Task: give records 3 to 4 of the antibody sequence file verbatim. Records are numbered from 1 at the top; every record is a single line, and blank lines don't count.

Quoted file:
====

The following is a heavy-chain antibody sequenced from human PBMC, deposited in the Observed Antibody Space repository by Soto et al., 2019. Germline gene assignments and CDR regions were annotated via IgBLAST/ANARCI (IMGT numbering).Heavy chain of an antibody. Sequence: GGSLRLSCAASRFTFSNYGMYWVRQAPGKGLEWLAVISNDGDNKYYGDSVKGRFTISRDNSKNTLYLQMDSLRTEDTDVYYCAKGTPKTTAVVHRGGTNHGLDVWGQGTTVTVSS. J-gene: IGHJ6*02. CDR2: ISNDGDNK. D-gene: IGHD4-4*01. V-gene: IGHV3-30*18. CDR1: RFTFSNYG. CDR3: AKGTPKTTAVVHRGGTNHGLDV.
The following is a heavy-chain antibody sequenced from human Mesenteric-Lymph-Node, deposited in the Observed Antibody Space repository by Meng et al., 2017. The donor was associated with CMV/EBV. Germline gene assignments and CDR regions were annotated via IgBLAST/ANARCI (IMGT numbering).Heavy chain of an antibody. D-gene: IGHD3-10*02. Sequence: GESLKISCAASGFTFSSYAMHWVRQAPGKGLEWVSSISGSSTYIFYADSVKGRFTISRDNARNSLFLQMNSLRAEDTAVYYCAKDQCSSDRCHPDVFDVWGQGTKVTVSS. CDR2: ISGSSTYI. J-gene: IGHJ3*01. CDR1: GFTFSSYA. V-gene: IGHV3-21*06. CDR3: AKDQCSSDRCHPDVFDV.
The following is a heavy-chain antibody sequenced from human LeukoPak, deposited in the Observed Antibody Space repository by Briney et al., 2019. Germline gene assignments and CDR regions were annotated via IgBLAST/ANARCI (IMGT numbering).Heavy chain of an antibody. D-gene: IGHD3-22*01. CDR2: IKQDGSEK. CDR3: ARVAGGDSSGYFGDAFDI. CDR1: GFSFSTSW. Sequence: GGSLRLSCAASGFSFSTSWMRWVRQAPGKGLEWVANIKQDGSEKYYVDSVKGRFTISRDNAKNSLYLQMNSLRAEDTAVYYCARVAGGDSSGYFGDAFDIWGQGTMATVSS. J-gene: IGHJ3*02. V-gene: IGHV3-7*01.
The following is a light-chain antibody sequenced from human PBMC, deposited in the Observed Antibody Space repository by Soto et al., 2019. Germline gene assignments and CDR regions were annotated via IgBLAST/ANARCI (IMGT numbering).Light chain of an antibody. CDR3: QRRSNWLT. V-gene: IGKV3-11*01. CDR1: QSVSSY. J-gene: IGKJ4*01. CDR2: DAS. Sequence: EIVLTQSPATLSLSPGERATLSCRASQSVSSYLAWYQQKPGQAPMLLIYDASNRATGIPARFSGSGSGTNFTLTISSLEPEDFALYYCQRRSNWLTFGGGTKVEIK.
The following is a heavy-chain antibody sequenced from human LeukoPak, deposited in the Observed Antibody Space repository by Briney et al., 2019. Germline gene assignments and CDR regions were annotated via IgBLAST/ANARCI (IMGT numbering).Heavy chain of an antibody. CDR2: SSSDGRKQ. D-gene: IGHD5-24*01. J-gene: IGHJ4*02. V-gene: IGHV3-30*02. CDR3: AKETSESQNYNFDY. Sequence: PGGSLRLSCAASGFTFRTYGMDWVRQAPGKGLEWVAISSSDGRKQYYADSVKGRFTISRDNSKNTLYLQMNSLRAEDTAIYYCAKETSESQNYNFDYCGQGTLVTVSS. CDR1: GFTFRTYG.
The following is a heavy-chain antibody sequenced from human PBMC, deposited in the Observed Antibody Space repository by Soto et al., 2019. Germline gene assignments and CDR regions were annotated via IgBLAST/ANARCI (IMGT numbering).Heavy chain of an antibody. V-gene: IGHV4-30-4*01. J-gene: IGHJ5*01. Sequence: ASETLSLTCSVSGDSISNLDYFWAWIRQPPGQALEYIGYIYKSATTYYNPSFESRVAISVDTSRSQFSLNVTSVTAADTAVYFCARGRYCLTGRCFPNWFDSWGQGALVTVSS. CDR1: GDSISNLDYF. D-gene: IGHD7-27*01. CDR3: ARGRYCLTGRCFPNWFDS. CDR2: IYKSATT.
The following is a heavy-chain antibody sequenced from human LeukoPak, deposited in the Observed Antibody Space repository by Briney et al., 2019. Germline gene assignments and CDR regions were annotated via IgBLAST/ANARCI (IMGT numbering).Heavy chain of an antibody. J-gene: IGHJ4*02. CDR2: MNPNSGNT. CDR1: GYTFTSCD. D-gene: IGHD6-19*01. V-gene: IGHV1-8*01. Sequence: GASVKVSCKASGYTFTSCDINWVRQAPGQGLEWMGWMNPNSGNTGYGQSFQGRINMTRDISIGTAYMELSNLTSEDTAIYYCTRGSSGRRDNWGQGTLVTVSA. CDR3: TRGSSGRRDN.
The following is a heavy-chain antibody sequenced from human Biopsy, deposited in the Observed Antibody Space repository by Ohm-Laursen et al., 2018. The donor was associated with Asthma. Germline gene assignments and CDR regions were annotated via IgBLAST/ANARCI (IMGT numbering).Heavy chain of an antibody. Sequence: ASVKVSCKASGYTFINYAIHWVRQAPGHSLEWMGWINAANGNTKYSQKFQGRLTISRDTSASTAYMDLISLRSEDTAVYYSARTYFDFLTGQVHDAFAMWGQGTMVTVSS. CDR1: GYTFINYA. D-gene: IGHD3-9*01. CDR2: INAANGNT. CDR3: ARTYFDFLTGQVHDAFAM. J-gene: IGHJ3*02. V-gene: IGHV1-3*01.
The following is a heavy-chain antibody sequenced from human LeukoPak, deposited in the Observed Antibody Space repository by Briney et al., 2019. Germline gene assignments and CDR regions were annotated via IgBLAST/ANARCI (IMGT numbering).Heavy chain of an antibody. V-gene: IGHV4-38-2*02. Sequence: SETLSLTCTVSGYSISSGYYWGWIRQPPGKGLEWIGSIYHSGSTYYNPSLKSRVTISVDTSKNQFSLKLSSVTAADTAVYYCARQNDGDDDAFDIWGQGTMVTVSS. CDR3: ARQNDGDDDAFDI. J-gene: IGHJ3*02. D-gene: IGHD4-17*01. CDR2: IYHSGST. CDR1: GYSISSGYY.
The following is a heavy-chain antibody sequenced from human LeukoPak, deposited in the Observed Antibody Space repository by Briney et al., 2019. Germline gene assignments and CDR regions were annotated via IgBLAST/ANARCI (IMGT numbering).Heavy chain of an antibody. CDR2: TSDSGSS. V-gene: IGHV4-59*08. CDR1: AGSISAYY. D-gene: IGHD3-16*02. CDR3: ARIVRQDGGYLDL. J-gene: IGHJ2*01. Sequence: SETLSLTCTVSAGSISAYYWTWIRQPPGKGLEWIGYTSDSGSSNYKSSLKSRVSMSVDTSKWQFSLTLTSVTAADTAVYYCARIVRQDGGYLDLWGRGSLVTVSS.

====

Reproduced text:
The following is a heavy-chain antibody sequenced from human LeukoPak, deposited in the Observed Antibody Space repository by Briney et al., 2019. Germline gene assignments and CDR regions were annotated via IgBLAST/ANARCI (IMGT numbering).Heavy chain of an antibody. D-gene: IGHD3-22*01. CDR2: IKQDGSEK. CDR3: ARVAGGDSSGYFGDAFDI. CDR1: GFSFSTSW. Sequence: GGSLRLSCAASGFSFSTSWMRWVRQAPGKGLEWVANIKQDGSEKYYVDSVKGRFTISRDNAKNSLYLQMNSLRAEDTAVYYCARVAGGDSSGYFGDAFDIWGQGTMATVSS. J-gene: IGHJ3*02. V-gene: IGHV3-7*01.
The following is a light-chain antibody sequenced from human PBMC, deposited in the Observed Antibody Space repository by Soto et al., 2019. Germline gene assignments and CDR regions were annotated via IgBLAST/ANARCI (IMGT numbering).Light chain of an antibody. CDR3: QRRSNWLT. V-gene: IGKV3-11*01. CDR1: QSVSSY. J-gene: IGKJ4*01. CDR2: DAS. Sequence: EIVLTQSPATLSLSPGERATLSCRASQSVSSYLAWYQQKPGQAPMLLIYDASNRATGIPARFSGSGSGTNFTLTISSLEPEDFALYYCQRRSNWLTFGGGTKVEIK.